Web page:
Goals of the interview
According to Hicks and McCracken (2009) even if a person with abrasive personality recognizes a requirement for change, it will mostly be on an intellectual grounds and will not reciprocate a “gut-level” readiness that will influence them to change their attitude in reality. In order to make them change their overall attitude, there must be certain selfish reason. Hicks and McCracken (2009) highlighted that Dr. Alexander has a desire to head the neurological department and for this reason, he is more aggressive with this professional career. Hence in response to the interview question of goal 2, Dr. Alexander highlighted he thinks that his competitors are the main barriers towards his success. However, he wants his subordinates and all his colleagues to obey him as he feels he is superior and intelligent in comparison to them. This kind of attitude executed by Dr. Alexander goes well with the theory of planned behaviour. According to this theory, belief about resources and opportunities lead to the chance in the behavioural intention (Vaughan and Hogg 2010). Therefore, Dr. Alexander thinks that all his sub-ordinates and colleagues are the hurdles towards his dream professional goals and hence undermines them with an intention to eliminate those hurdles and clearing his path towards success. So in order to convince him for the change, the third question for goal 2 was framed. In response to this question, Dr. Alexander failed to provide any answer. Therefore, further modification in the overall interview process will mostly deal with understanding the importance politeness in life of Dr. Alexander and then framing the intervention approaches accordingly.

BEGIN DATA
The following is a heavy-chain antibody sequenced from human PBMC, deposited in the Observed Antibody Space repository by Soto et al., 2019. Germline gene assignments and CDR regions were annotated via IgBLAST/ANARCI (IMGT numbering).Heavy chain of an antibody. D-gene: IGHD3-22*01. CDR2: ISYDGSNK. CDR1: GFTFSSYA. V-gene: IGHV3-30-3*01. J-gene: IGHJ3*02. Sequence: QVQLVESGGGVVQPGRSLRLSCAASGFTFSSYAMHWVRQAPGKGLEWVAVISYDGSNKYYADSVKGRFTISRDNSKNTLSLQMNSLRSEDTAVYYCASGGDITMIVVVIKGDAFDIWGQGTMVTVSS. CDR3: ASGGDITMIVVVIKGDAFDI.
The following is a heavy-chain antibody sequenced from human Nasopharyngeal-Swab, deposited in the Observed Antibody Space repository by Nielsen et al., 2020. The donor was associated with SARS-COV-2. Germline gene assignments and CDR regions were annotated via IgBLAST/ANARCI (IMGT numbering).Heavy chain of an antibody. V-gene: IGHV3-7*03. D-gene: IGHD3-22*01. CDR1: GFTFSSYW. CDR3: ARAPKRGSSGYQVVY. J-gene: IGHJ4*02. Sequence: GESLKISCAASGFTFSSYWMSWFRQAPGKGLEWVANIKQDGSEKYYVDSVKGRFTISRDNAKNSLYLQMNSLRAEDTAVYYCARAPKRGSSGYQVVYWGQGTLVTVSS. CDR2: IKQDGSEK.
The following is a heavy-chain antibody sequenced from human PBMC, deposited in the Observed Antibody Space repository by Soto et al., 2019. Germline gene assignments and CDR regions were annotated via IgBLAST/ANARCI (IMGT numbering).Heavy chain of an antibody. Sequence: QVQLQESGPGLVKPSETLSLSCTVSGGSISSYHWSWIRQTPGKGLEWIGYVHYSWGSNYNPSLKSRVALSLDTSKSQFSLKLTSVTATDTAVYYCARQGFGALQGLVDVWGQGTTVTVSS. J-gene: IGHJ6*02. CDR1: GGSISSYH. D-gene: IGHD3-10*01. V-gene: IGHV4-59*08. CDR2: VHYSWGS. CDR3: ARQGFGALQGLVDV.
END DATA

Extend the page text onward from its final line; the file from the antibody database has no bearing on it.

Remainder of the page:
This importance of change or an urgency of change can be achieved via making his understand that how success can be achieved via working in a team, guiding members as an effective leader. This will not only help the team of flourish but also will help him to success as a lead. Dr. Alexander must be enlightened with the concept that gaining to faith, respect and support from the team members is a core pillar behind a success of a leader (Avolio and Yammarino 2013).
One of the common traits in people with abrasive personality is the competitiveness present in them, that always possess the desire to be at the top and it is this desire that drives them to bring about a high change in their behaviour. In response to question for goal 3, Dr. Alexander said he is extremely desperate to achieve success. The high level of the aggressive behaviour can be explained by the Freud’s Psychodynamic theory and he has proposed that aggression in human is from an innate death instinct, opposite to the life instinct (Vaughan and Hogg 2010). According to the theory, the death instinct or aggressiveness is initially directed towards self but as a child develops it becomes directed to others (Vaughan and Hogg 2010). According to Sharpe et al. (2007) aggression might build up naturally but has to be expressed. The theorists and where aggression was viewed to be a more rational concept later revised this idea. Hence before applying suitable strategies it is necessary to understand the reason behind the aggressive behaviour.